To no one’s surprise, the video of the gruesome tiger attack in the Delhi Zoo on Tuesday went viral immediately. There is always something captivating about the sight of a person caught in a situation seemingly beyond human control. That it happened with so many people all around surely added to our fascination.

Commentators have spoken about how awful Indian zoos are and, moreover, how our behaviour in these environments usually reflects terribly on us. Yet, because it seems so plausible, the question that ran in the heads of many watching the video (and then expressed on social networks or around water coolers) was but natural: what would I have done in that situation?

What are you supposed to do if you come face-to-face with a tiger?

“Well, you don’t do anything,” writes Kamlesh Singh, in a thoughtful piece about the relationship between an increasingly urbanised, gentrified man and nature. “It’s the tiger that decides.”

Indeed, in this situation, there was almost nothing that could be done, said Dharmendra Khandal, a conservation biologist who works with Tiger Watch. “When you have an ordinary person, with no experience, in a situation like this, with a wall around, there’s almost nothing you can do,” Khandal said. “This situation is completely in the tiger’s hands.”

That said, Khandal still had a few recommendations.

Make yourself large: When faced with the tiger, the boy simply folded his palms in a classic submissive posture. With an animal of this sort, though, that’s the wrong move to make. Instead, he ought to have at least stood up and made himself appear big.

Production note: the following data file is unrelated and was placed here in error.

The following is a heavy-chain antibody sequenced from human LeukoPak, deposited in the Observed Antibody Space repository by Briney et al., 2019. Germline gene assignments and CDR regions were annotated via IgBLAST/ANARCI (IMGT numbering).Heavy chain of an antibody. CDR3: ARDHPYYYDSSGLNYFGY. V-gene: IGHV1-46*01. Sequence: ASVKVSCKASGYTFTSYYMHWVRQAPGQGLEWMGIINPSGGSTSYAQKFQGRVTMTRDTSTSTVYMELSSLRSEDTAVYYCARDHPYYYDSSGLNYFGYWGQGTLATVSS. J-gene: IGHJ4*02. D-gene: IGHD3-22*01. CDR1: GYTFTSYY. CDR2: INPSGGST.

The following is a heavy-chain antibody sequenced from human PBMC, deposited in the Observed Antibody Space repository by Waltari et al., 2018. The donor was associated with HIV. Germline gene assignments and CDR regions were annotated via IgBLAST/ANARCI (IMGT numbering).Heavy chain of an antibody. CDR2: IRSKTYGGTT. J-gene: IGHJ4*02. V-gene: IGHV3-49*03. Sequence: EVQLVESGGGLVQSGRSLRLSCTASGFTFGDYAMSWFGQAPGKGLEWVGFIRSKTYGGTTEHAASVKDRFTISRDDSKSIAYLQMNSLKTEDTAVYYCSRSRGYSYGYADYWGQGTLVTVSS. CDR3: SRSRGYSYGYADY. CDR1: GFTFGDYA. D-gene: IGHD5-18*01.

“You can see the animal spending some time examining him, trying to figure out if this is food or an enemy or a plaything,” Khandal said. “It’s not sure exactly what it is dealing with, so if he had made an impression right away, the tiger might have been a little more wary. I would have stood up taller than the animal and tried to look bigger.”

Maintain eye contact: This is one of the suggestions recommended by most who have had to deal with animals like these in the wild. Don’t turn your back on the animal, for certain. “According to this theory, if you turn your gaze away, you’re gone,” Singh writes.

Use whatever you have: In this case, the young man didn’t have any possible attack tools on hand. However, if you encounter a tiger in the wild, anything that can function as a weapon can be useful. In addition to making yourself look large rather than submissive, this can function as a way of ensuring the animal is a little afraid.

“I’ve seen forest guards get away from wild tigers, with their feet in its jaws, just by taking a lathi and continually beating the cat,” Khandal said.

What the others should have done: In an unlikely situation like this, it’s not only the actions of the person directly facing the tiger that are important. The reaction of the audience and people around also matters. In this case, reports suggested that the tiger trainer was attempting to convince the cat to move, while people were hooting and throwing stones, which agitated the animal.

Khandal said that the surest thing would have been a distraction. “I would have found something, ideally just taken people’s clothes and set them on fire and then thrown them into the enclosure. Definitely, I would have thrown something in such a way that the animal was scared away.”

At the end of the day, though, it’s rarely about what you do in a situation like this than what you do before. “Even experienced forest guards will not go into the jungle without proper gear,” Khandal said. “Because they know that, once an attack happens, there is almost nothing that can be done. Instead, you have to focus on prevention and ensuring a situation like this doesn’t develop in the first place.”